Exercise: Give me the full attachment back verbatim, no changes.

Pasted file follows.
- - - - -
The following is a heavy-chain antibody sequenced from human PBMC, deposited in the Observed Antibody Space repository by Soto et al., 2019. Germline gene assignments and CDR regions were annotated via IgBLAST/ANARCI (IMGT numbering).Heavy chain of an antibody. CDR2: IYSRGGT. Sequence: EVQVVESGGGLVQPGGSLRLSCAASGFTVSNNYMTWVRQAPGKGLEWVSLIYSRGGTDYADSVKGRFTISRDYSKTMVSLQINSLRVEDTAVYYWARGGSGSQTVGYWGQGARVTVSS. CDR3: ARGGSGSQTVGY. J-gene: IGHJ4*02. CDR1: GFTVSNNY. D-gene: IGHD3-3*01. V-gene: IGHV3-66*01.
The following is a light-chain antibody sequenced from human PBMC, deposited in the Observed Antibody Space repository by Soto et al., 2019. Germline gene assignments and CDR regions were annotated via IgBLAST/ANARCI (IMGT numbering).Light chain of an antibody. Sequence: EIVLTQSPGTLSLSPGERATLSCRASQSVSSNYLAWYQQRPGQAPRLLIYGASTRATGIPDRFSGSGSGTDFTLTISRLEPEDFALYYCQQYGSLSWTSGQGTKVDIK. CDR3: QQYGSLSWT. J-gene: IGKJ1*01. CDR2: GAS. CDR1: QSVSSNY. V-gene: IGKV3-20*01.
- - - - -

The following is a heavy-chain antibody sequenced from human PBMC, deposited in the Observed Antibody Space repository by Soto et al., 2019. Germline gene assignments and CDR regions were annotated via IgBLAST/ANARCI (IMGT numbering).Heavy chain of an antibody. CDR2: IYSRGGT. Sequence: EVQVVESGGGLVQPGGSLRLSCAASGFTVSNNYMTWVRQAPGKGLEWVSLIYSRGGTDYADSVKGRFTISRDYSKTMVSLQINSLRVEDTAVYYWARGGSGSQTVGYWGQGARVTVSS. CDR3: ARGGSGSQTVGY. J-gene: IGHJ4*02. CDR1: GFTVSNNY. D-gene: IGHD3-3*01. V-gene: IGHV3-66*01.
The following is a light-chain antibody sequenced from human PBMC, deposited in the Observed Antibody Space repository by Soto et al., 2019. Germline gene assignments and CDR regions were annotated via IgBLAST/ANARCI (IMGT numbering).Light chain of an antibody. Sequence: EIVLTQSPGTLSLSPGERATLSCRASQSVSSNYLAWYQQRPGQAPRLLIYGASTRATGIPDRFSGSGSGTDFTLTISRLEPEDFALYYCQQYGSLSWTSGQGTKVDIK. CDR3: QQYGSLSWT. J-gene: IGKJ1*01. CDR2: GAS. CDR1: QSVSSNY. V-gene: IGKV3-20*01.